The letter said there was no threat of the group going under "because its balance sheet remains strong". But the direct lie, which bit me and other dealers, was when the group said it was a rumour that if you’re in is.group you will be liable for losses over and above your rebate and the stock you hold in the group. It said this was not the case and that the scare tactics wouldn’t work as it was not true.


The letter then went on to justify the minimum order by saying the cooperative was broken and needed fixing.


It ended with a play on the Mark Twain quote: "Reports of our death are greatly exaggerated – we are still here".


OPI: How did you become embroiled in the current legal situation?


BH: After we resigned we started getting these large and unusual billings for $8,515.54. I resigned in November 2004, but the invoices continued well into 2005 – it really bothered me.


We were being billed for overhead allocations, etc. In addition, the group had confiscated my rebate for $7,734.24 which we had earned through our purchases.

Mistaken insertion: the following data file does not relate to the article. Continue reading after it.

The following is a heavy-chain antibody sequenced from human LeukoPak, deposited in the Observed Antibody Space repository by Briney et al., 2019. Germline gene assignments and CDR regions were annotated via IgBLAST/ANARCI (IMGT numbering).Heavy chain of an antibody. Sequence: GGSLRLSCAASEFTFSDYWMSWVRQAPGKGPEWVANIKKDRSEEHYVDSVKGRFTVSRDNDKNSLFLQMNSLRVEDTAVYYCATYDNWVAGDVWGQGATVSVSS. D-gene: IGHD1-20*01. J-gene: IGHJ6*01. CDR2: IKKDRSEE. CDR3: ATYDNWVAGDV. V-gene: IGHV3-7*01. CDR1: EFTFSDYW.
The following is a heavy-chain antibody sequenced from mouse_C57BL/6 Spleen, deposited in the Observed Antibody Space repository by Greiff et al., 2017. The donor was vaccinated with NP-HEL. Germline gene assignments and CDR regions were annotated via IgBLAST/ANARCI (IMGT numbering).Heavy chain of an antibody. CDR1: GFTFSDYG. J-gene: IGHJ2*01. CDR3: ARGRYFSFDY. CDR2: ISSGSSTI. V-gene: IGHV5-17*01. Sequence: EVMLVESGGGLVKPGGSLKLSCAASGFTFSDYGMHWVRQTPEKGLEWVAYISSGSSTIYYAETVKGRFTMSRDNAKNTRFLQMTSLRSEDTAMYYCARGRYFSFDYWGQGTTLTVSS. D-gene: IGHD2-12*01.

When you total the sums, it meant that the group was claiming we owed it a total of $16,249.78 and we had to surrender our $1,000 stock in the cooperative.


Prior to our resignation we wrote explaining why we couldn’t work with the restrictive purchasing rules. Everything was so inflexible and we couldn’t cope with the time-consuming cumbersome bureaucracy.


OPI: What were your feelings at this point?


BH: It was like adding insult to injury. Because we couldn’t give this dysfunctional warehouse scheme enough business, the group was entitled to exercise its right to confiscate our honestly earned and paid-for rebate and impose additional costs in retrospect on our company.


is.group said we were hurting our fellow dealers by taking money out of their pockets by not paying for products or fees but that’s a very unfair statement. The organisation has taken more money from us than we have from it.


We’re only taking money out if you use the smoke and mirrors of legal juggling and technicalities. We’re not talking about fairness here or taking money from the group members, we’re being demonised and it’s improper.